Hatching your Nest Egg Early

The summer bushfires have touched the lives of all Australians, unleashing an outpouring of generosity. But for individuals who lost homes, businesses or livelihoods, the financial hardship lingers, prompting many to ask whether they can dip into their super to tide them over.

The short answer is generally no. According to the Australian Taxation Office (ATO), there are very limited circumstances where you can access your super early, mostly related to specific medical conditions or severe financial hardship.

Before we discuss these special circumstances, it’s worth looking at when you can legally access your super under normal conditions.

Accessing super before age 60

Under superannuation law, there are strict rules around when you can start withdrawing your super.

The first hurdle is reaching what is referred to as your preservation age. Once you reach your preservation age – between age 55 and 60 depending on the year you were born – and retire, you can access your super in a lump sum or as a pension. But as a disincentive to early retirement, there may be tax to pay if you access your super before age 60.

Even if you keep working, once you reach preservation age you can access a portion of your super by starting a transition to retirement pension. This can be an effective way to scale back your working hours while supplementing your reduced wages with income from super. There are limits though.

With a transition to retirement pension you can only access 10 per cent of your pension account each year. You also pay tax on the taxable portion of pension income at your marginal rate less a 15 per cent offset. And earnings on assets supporting your pension are taxed at the normal super rate of 15 per cent.

Preservation age based on date of birth

Date of birth Preservation age
Before 1 July 1960 55
1 July 1960-30 June 1961 56
1 July 1961-30 June 1962 57
1 July 1962-30 June 1963 58
1 July 1963-30 June 1964 59
From 1 July 1964 60

Source: ATO

Accessing super from age 60

From a tax perspective, things improve from age 60, when you can access your super tax free provided you are no longer working. And from age 65, you can access your super tax free even if you haven’t retired.

Of course, anyone who has suffered financial hardship as a result of the bushfires and has already reached their preservation age could dip into their super under the normal rules, provided they retire or start a transition to retirement pension.

But what about people who don’t qualify under the normal rules? That’s where the early access rules governing severe financial hardship or compassionate grounds come in.

Severe financial hardship

There’s no question the recent bushfires have caused severe financial hardship for many people in the community. But for superannuation purposes, the definition of hardship will mean few people can use it to gain early access to their super.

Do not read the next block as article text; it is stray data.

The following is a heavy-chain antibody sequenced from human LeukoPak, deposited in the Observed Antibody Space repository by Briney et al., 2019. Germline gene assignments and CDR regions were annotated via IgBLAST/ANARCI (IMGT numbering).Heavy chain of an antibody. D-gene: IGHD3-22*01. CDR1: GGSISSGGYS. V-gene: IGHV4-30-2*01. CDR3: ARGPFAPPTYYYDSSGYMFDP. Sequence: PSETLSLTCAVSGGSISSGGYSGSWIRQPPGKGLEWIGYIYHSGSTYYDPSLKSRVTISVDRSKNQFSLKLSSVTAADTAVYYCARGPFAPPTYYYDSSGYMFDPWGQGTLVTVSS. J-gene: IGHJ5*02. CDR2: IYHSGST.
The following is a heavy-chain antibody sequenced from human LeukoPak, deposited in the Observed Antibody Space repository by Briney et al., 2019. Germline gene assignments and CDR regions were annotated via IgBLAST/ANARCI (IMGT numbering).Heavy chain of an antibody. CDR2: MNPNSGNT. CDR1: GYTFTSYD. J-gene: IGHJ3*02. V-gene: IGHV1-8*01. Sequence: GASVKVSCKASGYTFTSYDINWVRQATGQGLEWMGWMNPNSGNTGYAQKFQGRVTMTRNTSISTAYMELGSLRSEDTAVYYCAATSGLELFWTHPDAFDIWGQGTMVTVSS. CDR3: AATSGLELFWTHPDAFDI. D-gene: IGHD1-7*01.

Under the super regulations, you can gain access to at least part of your super as a lump sum if:

    • You have been receiving certain government income support payments (including Newstart, sickness, parenting or farm household allowances) continuously for at least 26 weeks, and


  • You are unable to meet your reasonable and immediate family living expenses.

Even then, you can only receive a maximum payment of $10,000 a year before tax.

If you have reached your preservation age plus 39 weeks, you may be able to access your entire super balance as a lump sum or pension (as opposed to 10 per cent of your balance each year with a transition to retirement pension) if:

    • You are employed for less than 10 hours a week, and


  • You have received government income support payments for at least 39 weeks since reaching preservation age.

Access on compassionate grounds

You may be able to take some money out of super early on compassionate grounds but, once again, strict rules apply. The money can only be taken as a lump sum and used to cover unpaid expenses including:

    • Medical treatment or transport for you or one of your dependents, but only for a chronic or life-threatening illness not available through the public health system,


    • Modifications to your home or vehicle to accommodate a severe disability,


    • Palliative care or funeral costs of a dependent, and


  • To prevent foreclosure on your mortgage if your lender threatens to repossess or sell your home.

Whether you are applying for early access to super under the rules for severe financial hardship or on compassionate grounds, normal superannuation tax is payable.

High barriers to early access

It’s understandable that people who have suffered personal and financial hardship as a result of the bushfires or other natural disasters might want to use some of their super to help them get back on their feet. Unfortunately, the rules governing early access make it extremely difficult to qualify.

The reason for such high barriers to early access is that super is meant to be used for the sole purpose of providing retirement income.

If you would like to discuss when and how you can access your super, under the normal rules or due to special circumstances, please give us a call.


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